But is early childhood education effective?

The Albuquerque Journal had an interesting article over the weekend about legislation (SJR3) that would amend New Mexico’s Constitution to tap the permanent fund for early childhood education.

The concern of most conservatives revolves around the issue of tapping the permanent fund and how much such an initiative would cost future generations who are supposed to benefit from that fund. And, to be fair, the plan would spend hundreds of millions of dollars annually, thus reducing the amount of money in the fund. This is important, but I don’t think the “future generations” argument is an effective one. It hasn’t exactly stopped the spending spree in Washington and that involves trillions of dollars of debt that we’re passing along to future generations. Haggling over how much money we pass on to future generations is not likely to stir voters to action in opposition.

If we’re going to spend hundreds of additional dollars annually, New Mexicans need to know that their dollars are being used efficiently and effectively. That is where I believe the push for early childhood funding falls apart. We have one well-known and well-studied early childhood education system called Head Start (an $8 billion a year federal program). According to the government’s own studies, the effects of Head Start are “mostly gone by 3rd grade.” Further, “researchers found that the positive impacts on literacy and language development demonstrated by children who entered Head Start at age 4 had dissipated by the end of 3rd grade, and that they were, on average, academically indistinguishable from their peers who had not participated in Head Start.”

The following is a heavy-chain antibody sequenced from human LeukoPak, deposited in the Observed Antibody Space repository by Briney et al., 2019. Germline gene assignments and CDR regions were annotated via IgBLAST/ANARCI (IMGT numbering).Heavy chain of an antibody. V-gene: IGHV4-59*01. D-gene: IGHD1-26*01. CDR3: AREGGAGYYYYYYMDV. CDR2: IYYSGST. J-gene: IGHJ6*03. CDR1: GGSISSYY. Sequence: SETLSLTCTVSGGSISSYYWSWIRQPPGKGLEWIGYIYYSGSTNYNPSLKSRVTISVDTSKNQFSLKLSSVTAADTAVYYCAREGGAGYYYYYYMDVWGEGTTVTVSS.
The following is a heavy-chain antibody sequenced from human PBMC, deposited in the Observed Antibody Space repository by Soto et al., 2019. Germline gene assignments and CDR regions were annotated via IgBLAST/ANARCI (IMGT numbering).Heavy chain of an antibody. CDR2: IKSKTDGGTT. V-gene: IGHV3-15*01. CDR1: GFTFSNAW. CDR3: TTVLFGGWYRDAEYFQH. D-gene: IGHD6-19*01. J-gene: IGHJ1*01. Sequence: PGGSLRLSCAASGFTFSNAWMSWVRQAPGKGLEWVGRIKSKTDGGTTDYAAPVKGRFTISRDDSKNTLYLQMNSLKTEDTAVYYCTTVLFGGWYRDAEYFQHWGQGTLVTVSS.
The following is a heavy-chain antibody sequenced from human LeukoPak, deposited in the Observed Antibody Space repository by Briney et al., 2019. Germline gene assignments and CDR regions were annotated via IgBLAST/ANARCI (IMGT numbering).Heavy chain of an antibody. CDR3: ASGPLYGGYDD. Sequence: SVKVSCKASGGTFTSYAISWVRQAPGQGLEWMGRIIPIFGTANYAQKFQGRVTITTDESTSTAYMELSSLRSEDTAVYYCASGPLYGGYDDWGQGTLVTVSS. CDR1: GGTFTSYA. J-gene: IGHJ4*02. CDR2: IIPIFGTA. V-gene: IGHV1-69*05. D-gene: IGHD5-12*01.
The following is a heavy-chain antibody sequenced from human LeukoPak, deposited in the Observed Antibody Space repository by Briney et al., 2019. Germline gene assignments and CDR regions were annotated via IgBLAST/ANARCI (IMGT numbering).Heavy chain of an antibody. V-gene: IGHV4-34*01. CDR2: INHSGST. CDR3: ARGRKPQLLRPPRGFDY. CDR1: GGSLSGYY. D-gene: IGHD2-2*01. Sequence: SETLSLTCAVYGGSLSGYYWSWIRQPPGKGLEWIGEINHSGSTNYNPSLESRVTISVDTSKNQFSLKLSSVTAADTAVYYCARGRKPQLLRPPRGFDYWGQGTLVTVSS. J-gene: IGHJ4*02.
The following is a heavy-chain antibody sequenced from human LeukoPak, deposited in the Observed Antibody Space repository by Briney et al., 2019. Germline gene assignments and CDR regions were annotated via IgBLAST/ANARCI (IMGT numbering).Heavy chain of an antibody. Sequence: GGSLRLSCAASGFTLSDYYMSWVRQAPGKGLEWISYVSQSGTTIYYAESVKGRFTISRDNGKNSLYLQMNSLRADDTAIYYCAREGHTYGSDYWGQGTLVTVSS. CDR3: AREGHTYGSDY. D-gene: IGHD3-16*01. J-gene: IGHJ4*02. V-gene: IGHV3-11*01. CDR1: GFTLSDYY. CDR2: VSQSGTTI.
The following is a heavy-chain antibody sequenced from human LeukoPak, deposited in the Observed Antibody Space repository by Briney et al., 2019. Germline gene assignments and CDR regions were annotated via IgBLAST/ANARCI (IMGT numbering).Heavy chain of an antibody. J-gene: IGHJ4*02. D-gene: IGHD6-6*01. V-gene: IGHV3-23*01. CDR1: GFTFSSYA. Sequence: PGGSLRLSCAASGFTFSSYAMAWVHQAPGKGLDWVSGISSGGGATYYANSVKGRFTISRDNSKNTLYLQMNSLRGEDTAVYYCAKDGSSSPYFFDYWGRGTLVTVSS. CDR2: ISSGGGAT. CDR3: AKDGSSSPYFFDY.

Worse, as this report from ABC News explains, Head Start has been plagued by scandal (again, the government’s own investigators uncovered this problem).

We will of course hear reassurances that New Mexico’s program will avoid the pitfalls experienced by the federal program. But wouldn’t New Mexicans be better off if we reformed our costly and ineffective K-12 system as it exists now (and into which those early childhood kids will inevitably graduate) and focused on helping New Mexico families coalesce and stay together rather than pouring untold millions into a new program, the benefits of which will likely wear off at a young age.